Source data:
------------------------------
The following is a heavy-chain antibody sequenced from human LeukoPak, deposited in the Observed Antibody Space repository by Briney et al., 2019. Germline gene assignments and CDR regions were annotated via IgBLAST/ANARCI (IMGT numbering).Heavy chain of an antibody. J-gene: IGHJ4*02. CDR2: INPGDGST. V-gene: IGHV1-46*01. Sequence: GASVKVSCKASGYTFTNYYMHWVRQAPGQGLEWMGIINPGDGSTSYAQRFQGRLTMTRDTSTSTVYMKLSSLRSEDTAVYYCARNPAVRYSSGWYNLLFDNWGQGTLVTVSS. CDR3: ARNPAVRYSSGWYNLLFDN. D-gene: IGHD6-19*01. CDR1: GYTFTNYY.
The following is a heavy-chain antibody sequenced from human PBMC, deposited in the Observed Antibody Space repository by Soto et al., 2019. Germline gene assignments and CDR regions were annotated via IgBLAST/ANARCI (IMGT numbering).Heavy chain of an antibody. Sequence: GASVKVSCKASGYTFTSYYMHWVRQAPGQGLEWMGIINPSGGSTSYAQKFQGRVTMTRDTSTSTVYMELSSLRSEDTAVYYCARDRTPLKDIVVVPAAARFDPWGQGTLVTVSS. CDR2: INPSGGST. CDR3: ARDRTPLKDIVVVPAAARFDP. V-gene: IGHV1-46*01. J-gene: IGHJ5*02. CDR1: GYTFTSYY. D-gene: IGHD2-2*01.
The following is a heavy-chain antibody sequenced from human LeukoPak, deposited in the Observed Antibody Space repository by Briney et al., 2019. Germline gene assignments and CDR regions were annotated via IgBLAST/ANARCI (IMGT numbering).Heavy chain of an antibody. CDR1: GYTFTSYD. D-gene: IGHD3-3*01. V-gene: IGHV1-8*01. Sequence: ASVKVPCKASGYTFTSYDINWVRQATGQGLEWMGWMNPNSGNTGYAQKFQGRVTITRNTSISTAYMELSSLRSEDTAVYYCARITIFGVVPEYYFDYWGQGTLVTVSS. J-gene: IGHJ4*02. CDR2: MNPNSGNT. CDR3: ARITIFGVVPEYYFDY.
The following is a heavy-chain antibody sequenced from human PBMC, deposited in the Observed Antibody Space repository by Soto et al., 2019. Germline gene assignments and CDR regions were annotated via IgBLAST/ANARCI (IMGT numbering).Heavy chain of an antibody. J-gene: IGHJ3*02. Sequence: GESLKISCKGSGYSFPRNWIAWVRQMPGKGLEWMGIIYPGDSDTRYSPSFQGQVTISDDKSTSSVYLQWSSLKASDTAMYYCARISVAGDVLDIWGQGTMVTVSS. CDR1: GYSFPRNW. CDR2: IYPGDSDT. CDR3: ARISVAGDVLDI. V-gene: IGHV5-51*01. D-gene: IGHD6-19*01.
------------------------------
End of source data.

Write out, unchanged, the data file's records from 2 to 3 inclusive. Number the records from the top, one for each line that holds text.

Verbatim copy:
The following is a heavy-chain antibody sequenced from human PBMC, deposited in the Observed Antibody Space repository by Soto et al., 2019. Germline gene assignments and CDR regions were annotated via IgBLAST/ANARCI (IMGT numbering).Heavy chain of an antibody. Sequence: GASVKVSCKASGYTFTSYYMHWVRQAPGQGLEWMGIINPSGGSTSYAQKFQGRVTMTRDTSTSTVYMELSSLRSEDTAVYYCARDRTPLKDIVVVPAAARFDPWGQGTLVTVSS. CDR2: INPSGGST. CDR3: ARDRTPLKDIVVVPAAARFDP. V-gene: IGHV1-46*01. J-gene: IGHJ5*02. CDR1: GYTFTSYY. D-gene: IGHD2-2*01.
The following is a heavy-chain antibody sequenced from human LeukoPak, deposited in the Observed Antibody Space repository by Briney et al., 2019. Germline gene assignments and CDR regions were annotated via IgBLAST/ANARCI (IMGT numbering).Heavy chain of an antibody. CDR1: GYTFTSYD. D-gene: IGHD3-3*01. V-gene: IGHV1-8*01. Sequence: ASVKVPCKASGYTFTSYDINWVRQATGQGLEWMGWMNPNSGNTGYAQKFQGRVTITRNTSISTAYMELSSLRSEDTAVYYCARITIFGVVPEYYFDYWGQGTLVTVSS. J-gene: IGHJ4*02. CDR2: MNPNSGNT. CDR3: ARITIFGVVPEYYFDY.